Pakistan women cricket is now a recognised entity and somewhat on the road of progress as well but this journey would not have been possible with the early days architects in Shaiza Khan, Sharmeen (Late) and Kiran Baluch.
The selfless and dedicated efforts from the above-mentioned bunch and their supporters propelled Pakistan women cricket which accumulated great success to begin with.
After the initial hurdles, Pakistan women team not just feature in the 1997 World Cup but played a Test – against the West Indies in 2004 – and immediately left an impression.
Captain Shaiza Khan, bagged 13 wickets in the Test match, played in Karachi, while batter Kiran Baluch stroked 242 runs, a world record for most runs in an innings. Not to forget that five girls debuted for Pakistan in that game.
This correspondent interacted with Kiran Baluch and talked through the early days challenges, her career, current state of women cricket and the possible future.
Kiran Maqsood Baluch, born on February 23, 1978, made her international debut in January 1997, & went on to play 40 One Day Internationals and 3 Test matches for Pakistan. Her 242 against the West Indies in 2004 is the highest individual score in Women’s Test cricket.
Early life and introduction to cricket
Born as the eldest child of her family, Kiran started playing cricket at a young age. As a child, she also played basketball and badminton. Her father was a professional cricketer and played Quaid-e-Azam trophy and represented the outfits like PTV and PIA. Baluch used to regularly play cricket with her brother.
Entry into the national team
In October 1996, the Pakistan Women’s Cricket Control Association (PWCCA), headed by Shaiza Khan, was looking for players to constitute Pakistan’s team for the tour of Australia and New Zealand. Baluch, who didn’t play any major event by then, was approached by Khan to be a part of the team.
Baluch’s first major tournament was the Fatima Jinnah Trophy, an annual domestic tournament in Pakistan. Kiran Baluch represented Pakistan women’s cricket team in their first ever ODI match, played against New Zealand in January 1997.
Following are excerpts from a chat with Kiran Baluch
ScoreLine: Where were u born and how did you start playing cricket in the early days. What was the reaction of the family etc?
Kiran Baluch: I was born in Karachi. I grew up seeing my father and chacha (father’s younger brother) play cricket. My father first class cricket from Hyderabad. I grew up listening to their cricketing stories. I guess the love for cricket was in my blood. I was lucky to have the support of my immediate family and close relatives. Three people, apart from my parents, played a vital role in supporting my decision to go for the first tour of Australia and New Zealand in 1996 were my two Khalas (mother’s sisters) – Shaista Khala & Arjumand Khala (Late) and my uncle (Khalo), Abuju.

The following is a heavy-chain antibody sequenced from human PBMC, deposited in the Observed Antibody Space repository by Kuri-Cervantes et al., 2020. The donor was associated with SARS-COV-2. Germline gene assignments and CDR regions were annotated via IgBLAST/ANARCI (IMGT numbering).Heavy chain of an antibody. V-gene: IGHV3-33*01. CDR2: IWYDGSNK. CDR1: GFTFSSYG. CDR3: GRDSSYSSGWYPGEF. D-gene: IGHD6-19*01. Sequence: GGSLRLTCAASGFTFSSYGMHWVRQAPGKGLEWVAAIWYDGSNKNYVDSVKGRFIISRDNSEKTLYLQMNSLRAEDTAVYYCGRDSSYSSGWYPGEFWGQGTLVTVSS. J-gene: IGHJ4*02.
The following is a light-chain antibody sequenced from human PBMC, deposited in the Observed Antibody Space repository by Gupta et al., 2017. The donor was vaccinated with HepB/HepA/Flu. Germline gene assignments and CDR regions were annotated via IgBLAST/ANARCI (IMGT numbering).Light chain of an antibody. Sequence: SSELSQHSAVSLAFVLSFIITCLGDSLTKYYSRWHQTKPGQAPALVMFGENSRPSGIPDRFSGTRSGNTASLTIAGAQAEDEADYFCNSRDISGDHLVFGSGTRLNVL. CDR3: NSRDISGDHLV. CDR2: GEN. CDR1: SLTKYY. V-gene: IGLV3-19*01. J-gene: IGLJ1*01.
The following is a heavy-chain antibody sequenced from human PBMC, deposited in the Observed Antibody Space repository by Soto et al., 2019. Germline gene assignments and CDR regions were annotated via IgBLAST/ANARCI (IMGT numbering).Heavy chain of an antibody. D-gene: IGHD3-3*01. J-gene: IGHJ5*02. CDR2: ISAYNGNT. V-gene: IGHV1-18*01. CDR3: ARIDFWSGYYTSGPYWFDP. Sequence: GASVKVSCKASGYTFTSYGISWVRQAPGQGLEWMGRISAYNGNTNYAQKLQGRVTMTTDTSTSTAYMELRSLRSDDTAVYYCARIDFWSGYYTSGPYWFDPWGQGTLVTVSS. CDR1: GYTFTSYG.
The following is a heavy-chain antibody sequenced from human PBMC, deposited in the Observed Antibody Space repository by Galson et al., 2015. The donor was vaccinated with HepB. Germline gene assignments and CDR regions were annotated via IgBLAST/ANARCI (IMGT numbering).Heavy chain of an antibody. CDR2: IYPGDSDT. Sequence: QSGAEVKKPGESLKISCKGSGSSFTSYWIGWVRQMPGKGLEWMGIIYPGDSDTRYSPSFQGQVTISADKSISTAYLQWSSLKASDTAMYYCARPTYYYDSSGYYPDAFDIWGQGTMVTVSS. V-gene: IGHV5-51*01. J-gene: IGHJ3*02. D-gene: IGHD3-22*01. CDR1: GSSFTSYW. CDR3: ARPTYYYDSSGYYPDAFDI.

ScoreLine: Who was your inspiration when you took cricket seriously, how did you enter the Pakistan team and about the early days challenges?
Kiran Baluch: To be honest I always idolised my father and wanted to play like him. Once I joined the women’s cricketing circle I saw so many talented female cricketers that I wanted to be like and improve myself to compete with them. But apart from my father the only other person I followed was our captain Shaiza Khan and vice-captain Sharmeen Khan.
ScoreLine: Talk us through that test against the West Indies where you scored the double hundred?
Kiran Baluch: The Test against the West Indies was special right from the start as it was the first ever women’s test match to be held on Pakistani soil. As we went in to bat first we, as a team, focussed on showing our public and adversaries that women cricketers can play and last a 4-day Test Match.
I went to open the innings with Sajidah Shah and our strategy was to bat out the first session, however, the Almighty Allah was very gracious and we (myself and Sajidah broke the record for the 1st wicket partnership, scoring 241 runs. Sajidah got out on 98 just before the end of first day’s play. I was unbeaten on 138 then. Overnight I was just trying to keep my self focussed on scoring another 12 runs to cross the 150-run milestone. I was aware of the world record of 214 runs but was not taking the pressure until I got close by.
When I was in 190’s I did feel the pressure but after crossing the 200-mark I eyed the world record of surpassing the 214-run barrier. I was very lucky and grateful that Shaiza Khan, the captain and mentor, was on the pitch with me to keep me calm and focussed to achieve the target which I finally achieved with a sharp single. Shaiza was the first one to congratulate me and later when she got out she told me “take the world record away from the world as much as you can, I shall not declare until you are out”.
But I believe that 242 runs were destined for me. Once I was out Shaiza Khan declared the innings and then Shaiza went on to create another record for the Pakistan by taking 13 wickets including a hat-trick, this record was broken after 1954, which was a great feat.
ScoreLine: Why did you leave cricket after such a prolific performance?
Kiran Baluch: I left cricket because of the treatment from the PCB management towards women cricketers. It was degrading and disrespectful. The management was appointed purely on nepotism and favoritism.
ScoreLine: What are the shortcomings in Pakistan women cricket and how can they be fixed?
Kiran Baluch: Shortcomings are not with the talent or players the shortcoming are within the PCB management and people with no experience of cricket are involved with the core group.
Now a new and very energetic generation of professional female cricketers is coming up, who I hope and pray will be involved at all administrative levels, who understand the needs of a player and would be more passionate towards the cause.
This would make a big difference and a very positive change.